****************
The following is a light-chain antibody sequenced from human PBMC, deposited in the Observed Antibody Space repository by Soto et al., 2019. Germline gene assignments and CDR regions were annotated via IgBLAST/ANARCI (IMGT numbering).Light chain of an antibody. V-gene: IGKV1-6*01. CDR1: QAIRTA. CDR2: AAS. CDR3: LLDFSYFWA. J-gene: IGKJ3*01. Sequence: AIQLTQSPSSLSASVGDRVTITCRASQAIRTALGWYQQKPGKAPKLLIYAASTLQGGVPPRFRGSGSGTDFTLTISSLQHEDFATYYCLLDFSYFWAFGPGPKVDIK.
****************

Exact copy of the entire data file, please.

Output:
The following is a light-chain antibody sequenced from human PBMC, deposited in the Observed Antibody Space repository by Soto et al., 2019. Germline gene assignments and CDR regions were annotated via IgBLAST/ANARCI (IMGT numbering).Light chain of an antibody. V-gene: IGKV1-6*01. CDR1: QAIRTA. CDR2: AAS. CDR3: LLDFSYFWA. J-gene: IGKJ3*01. Sequence: AIQLTQSPSSLSASVGDRVTITCRASQAIRTALGWYQQKPGKAPKLLIYAASTLQGGVPPRFRGSGSGTDFTLTISSLQHEDFATYYCLLDFSYFWAFGPGPKVDIK.